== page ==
Science often derives its inspiration from nature and tries to imitate the natural qualities with the help of technology in an artificial setting. More than often we find robots inspired by the features and functions of animals or certain plants where they try and imitate their characteristics in order to blend in and carry out assigned tasks.
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In the past few decades the advancement in technology has been taking place at a rapid pace. It is now possible to create artificial replicas of most of the natural elements. A lot of scientists still derive ideas from nature when it comes to innovation.
Recently, a group of researchers from the University Of Georgia College Of Engineering have developed a new soft robotic gripper. This soft robotic gripper is inspired by pole beans. The details about this study are published in the journal, Optics Express.
Pole beans and other twining plants have a unique ability to wrap themselves around support such as ropes and rods in order to grow. These plants are able to do that with the help of their touch sensitive shoots. The researchers derived inspiration from that and developed a robot that can grasp objects firmly and gently that are as small as 1 millimeter in diameter.
The study’s lead author and associate professor Mable Fok said, “We had tried different designs but we were not happy with the results, then I recalled the pole beans I grew in our garden few years ago.”
They also added that, “This plant can hold onto other plants or rope so tightly. So, I did some research on twining plants and thought it was a good design from nature for us to explore.”
Other than Mable Fok, the team also consists of Mei Yang and Ning Liu who are PhD candidates in Engineering, Liam Paul Cooper who is an undergraduate student studying computer systems engineering and Xianqiao Wang who is an associate professor in the College of Engineering.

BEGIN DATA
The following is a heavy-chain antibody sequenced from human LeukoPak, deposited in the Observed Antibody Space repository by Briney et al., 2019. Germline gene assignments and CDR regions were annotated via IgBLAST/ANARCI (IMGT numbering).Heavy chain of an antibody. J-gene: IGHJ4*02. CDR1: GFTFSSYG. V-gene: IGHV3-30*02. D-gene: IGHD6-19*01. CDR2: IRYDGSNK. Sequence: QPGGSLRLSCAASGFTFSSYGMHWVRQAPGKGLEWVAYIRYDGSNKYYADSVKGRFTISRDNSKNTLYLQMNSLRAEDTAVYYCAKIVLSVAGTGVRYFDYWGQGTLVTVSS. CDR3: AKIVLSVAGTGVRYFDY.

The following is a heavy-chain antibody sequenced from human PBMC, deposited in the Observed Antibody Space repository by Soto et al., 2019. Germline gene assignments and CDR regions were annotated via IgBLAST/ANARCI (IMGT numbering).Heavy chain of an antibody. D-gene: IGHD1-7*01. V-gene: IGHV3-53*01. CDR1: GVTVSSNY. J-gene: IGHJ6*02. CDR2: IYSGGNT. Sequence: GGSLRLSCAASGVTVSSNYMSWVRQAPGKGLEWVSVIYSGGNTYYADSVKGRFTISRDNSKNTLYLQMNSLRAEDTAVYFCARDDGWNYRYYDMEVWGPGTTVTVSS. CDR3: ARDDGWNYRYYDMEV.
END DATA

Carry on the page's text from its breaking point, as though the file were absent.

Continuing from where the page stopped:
The soft robotic gripper is approximately three inches long in size and is made out of silicone. According to the researchers it can be useful for many purposes, especially in sectors such as agriculture, medicine and research. It can be used to carry out many functions such as selection and packaging of agricultural products that need to be handled delicately, for example plants and flowers. They can also be used to handle research samples in delicate glass tubes during conduction of an experiment.
Mable Fok said, “Our robot’s twining action only requires a single pneumatic control, which greatly simplifies its operation by eliminating the need for complex coordination between multiple pneumatic controls.”
While adding further they said, “Since we use a unique twining motion, the soft robotic gripper works well in confined areas and needs only a small operational space.”
According to the study conducted by the research team, the soft robotic gripper was capable of gripping objects such as pencils and paintbrushes. It could also get hold on small items such as thin wire of a straightened paper clip. It was also proved to be effective in demonstrating high twining sensing accuracy, precise external disturbance detection and excellent repeatability.
Mable Fok said, “This twining soft robot with its embedded fiber optic sensor forms a building block for a more comprehensive soft robot. Having a simpler design and control is definitely an advantage.”